By day, Quinn Woodard Jr. is an electrical engineer at Chevron Corp. By night, he’s an online student pursuing his MBA at the Indiana University—Bloomington Kelley School of Business, hoping to accelerate his career and develop new skills.
The Bakersfield, California, resident usually wakes around 5 or 5:30 a.m. and prepares to head to the office or drive to the site he’s assigned that day. Woodard doesn’t have much time to study during the morning or afternoon – that’s typically reserved for after work a few evenings each week.
When he returns home, Woodard might attend a live class session through videoconferencing, work on group projects virtually with classmates or complete other assignments.
“I go pretty late sometimes, just depending on when things are due,” says the 28-year-old, who also plans to earn a master’s in entrepreneurship and innovation through a dual degree program at Kelley. “And then I kind of recycle for the rest of the week and plan out what I have to do.”
Currently juggling two classes, Woodard devotes several hours on weekends to catching up on reading.
For online MBA students, juggling a full-time job and an education is typical given the flexibility of online education, experts say. Many select this route to either move up in their field or change careers.
William Christiansen, MBA program director and finance chair at Florida State University, which offers an online program, says because online MBA students come from various backgrounds, including business, their familiarity with different course subjects varies. That influences how much time they devote each week to classes.
“Time management is the key to success with this,” says Tara Lall, an online MBA student at the University of Southern California Marshall School of Business. “And I think that looks very different for everybody.”
Regardless, prospective online students shouldn’t expect a light course load. Sherry Dunbar, an online MBA student at the University of Maryland Smith School of Business and a senior director of global scientific affairs at the biotechnology engineering company Luminex Corp, spends at least 20 hours a week on her program, she says.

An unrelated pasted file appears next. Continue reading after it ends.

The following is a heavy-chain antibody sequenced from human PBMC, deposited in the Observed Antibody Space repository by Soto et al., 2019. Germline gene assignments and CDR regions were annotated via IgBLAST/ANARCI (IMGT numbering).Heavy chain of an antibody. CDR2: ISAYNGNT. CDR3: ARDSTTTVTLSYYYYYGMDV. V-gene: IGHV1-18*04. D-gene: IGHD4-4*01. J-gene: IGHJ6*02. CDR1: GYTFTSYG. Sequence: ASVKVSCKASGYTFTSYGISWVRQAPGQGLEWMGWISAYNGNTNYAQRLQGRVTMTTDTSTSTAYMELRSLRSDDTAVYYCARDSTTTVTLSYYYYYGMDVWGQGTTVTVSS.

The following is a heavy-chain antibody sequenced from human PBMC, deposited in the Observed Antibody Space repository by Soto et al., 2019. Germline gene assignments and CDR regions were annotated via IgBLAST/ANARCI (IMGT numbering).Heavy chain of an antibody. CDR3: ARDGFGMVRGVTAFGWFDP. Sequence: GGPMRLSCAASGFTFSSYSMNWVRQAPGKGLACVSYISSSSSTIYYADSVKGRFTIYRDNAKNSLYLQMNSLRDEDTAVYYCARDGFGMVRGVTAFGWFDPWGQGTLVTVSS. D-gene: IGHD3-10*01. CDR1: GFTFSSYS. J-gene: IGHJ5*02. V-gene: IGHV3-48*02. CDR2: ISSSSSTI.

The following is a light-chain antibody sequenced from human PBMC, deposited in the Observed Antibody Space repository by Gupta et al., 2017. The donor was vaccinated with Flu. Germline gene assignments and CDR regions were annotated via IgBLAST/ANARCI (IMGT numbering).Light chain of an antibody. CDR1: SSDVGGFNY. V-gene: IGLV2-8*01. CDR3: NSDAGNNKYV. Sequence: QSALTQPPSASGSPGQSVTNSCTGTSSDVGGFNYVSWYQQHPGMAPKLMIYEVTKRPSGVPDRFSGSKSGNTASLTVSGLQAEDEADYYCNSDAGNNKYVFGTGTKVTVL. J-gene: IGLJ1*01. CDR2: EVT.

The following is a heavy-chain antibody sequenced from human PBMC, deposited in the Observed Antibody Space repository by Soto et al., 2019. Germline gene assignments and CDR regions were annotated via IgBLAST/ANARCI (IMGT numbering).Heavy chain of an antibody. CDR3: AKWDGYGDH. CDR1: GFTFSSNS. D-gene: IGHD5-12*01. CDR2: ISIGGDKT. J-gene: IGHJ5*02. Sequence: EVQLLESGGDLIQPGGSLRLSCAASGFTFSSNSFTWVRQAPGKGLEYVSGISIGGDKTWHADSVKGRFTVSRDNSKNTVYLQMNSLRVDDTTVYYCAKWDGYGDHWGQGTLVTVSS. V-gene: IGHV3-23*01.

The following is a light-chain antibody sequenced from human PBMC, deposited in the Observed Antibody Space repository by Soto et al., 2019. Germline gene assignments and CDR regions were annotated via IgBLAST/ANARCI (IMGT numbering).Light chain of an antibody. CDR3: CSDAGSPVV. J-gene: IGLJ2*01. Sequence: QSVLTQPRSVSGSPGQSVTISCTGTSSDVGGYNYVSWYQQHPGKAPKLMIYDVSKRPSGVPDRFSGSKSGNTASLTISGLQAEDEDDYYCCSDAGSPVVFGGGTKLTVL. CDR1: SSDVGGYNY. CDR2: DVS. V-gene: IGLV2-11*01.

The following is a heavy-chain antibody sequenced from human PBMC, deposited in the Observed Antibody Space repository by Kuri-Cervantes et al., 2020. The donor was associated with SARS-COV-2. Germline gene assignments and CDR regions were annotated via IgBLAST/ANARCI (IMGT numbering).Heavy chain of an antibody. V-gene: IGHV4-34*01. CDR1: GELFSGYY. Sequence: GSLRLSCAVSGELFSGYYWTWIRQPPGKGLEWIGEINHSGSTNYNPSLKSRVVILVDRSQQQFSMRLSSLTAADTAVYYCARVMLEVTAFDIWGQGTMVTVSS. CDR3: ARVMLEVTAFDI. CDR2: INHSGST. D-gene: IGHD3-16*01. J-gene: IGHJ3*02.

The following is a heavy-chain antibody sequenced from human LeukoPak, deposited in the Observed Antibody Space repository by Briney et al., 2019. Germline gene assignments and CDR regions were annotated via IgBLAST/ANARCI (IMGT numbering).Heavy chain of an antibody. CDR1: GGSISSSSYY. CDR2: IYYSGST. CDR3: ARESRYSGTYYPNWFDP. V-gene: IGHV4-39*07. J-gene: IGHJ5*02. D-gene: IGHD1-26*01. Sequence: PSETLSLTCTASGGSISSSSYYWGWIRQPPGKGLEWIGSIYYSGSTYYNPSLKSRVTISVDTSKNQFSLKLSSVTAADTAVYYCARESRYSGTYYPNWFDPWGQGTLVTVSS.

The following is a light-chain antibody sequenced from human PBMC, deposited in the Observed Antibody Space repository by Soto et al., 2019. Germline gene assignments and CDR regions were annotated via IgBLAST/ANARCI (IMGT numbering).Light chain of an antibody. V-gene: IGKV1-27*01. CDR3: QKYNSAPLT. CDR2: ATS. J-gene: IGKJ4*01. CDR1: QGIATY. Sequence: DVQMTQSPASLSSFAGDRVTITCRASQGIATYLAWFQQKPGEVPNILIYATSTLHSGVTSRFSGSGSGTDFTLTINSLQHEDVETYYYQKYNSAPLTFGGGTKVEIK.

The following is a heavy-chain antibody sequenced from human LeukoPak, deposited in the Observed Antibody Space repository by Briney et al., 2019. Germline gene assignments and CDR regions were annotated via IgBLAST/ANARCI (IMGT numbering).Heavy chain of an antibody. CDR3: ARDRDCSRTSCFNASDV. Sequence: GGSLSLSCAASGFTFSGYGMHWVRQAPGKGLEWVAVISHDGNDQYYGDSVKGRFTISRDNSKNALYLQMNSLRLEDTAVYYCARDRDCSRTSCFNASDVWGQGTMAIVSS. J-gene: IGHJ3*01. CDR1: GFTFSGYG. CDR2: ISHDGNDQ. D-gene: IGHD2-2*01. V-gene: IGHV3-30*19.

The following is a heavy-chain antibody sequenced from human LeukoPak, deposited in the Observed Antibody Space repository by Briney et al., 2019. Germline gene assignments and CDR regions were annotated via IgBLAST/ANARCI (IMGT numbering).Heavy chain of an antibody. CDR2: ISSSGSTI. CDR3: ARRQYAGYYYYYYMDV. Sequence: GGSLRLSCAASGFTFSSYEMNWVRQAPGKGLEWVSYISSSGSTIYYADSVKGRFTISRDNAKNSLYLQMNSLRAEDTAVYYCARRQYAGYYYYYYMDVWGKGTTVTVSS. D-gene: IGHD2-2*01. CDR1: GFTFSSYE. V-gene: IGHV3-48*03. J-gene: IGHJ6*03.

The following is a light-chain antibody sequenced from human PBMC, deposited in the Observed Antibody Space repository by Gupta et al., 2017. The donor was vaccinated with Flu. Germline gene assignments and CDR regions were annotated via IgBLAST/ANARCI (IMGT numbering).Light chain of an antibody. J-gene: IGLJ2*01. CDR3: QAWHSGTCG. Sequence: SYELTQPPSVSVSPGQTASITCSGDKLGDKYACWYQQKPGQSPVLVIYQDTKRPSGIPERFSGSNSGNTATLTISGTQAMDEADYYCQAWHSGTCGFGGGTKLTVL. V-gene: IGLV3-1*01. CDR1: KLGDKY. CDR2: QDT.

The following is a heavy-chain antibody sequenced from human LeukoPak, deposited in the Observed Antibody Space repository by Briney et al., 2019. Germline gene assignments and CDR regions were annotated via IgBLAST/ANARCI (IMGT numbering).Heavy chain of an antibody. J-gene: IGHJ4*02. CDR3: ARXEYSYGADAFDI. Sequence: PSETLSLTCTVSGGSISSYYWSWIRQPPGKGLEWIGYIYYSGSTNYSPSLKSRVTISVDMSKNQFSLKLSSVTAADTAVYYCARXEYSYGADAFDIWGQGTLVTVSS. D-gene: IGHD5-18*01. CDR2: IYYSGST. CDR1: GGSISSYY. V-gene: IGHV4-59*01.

Many online MBA students say they adhere to strict weekly calendars – especially if they travel for work, as many do. Take 35-year-old Diana Sharpe, an online MBA student at FSU. As a business development manager for L’Oreal, Sharpe often meets customers over a 180-mile span from morning through dinnertime.
Enrolled in one course this semester, Sharpe typically blocks off a night or two each week to study at the local library or in her hotel, she says – plus at least half a day most weekends, depending on her workload. She also sections off time to spend with her three-year-old daughter.
“I could easily be dropping the ball on any one – either family, or coursework, or work,” she says. “But when I dedicate specific hours to each, I find it just much more manageable and easier to be 100 percent dedicated to what I’m doing at the time.”
That’s simpler to do in certain situations than others, online students say. Lall, the USC student, says that by juggling her education with a full-time job in applications marketing, she didn’t have much time to exercise – so she purchased a stationary bike desk to use while watching recorded lectures.
Whether an online MBA program requires students to virtually attend classes at predesignated times varies with the program, experts say – something to consider when looking into an option’s flexibility.
Sharpe, for instance, transferred from an online program that had such requirements, to FSU, which was more self-paced and worked better for her schedule, she says.
Despite their busy lives, many online MBA students still find time to network with classmates – a crucial step to build a business career. Lauren Crawley, an online student pursuing an MBA and a master’s in business analytics in a dual degree program at Kelley, says some online student groups hold regular networking events; one geared toward women in business, for example, is hosting a virtual happy hour.
“It’s just an integrated, regular part of daily life,” the 30-year-old says of networking.
Many programs also have in-person requirements or opportunities to travel – another factor a prospective student should consider, experts say. Woodard, the Kelley student, studied business in Cuba.
Dunbar, the Maryland student, says she used vacation time at work to attend a three-day residency on campus. Students participate in community-building activities and complete an introductory course.
She also says what she learns each week in class is almost instantly applicable to her job, and vice versa.
“It’s kind of uncanny that something will come up in a meeting at work, and then we end up discussing that in class the next night,” she says.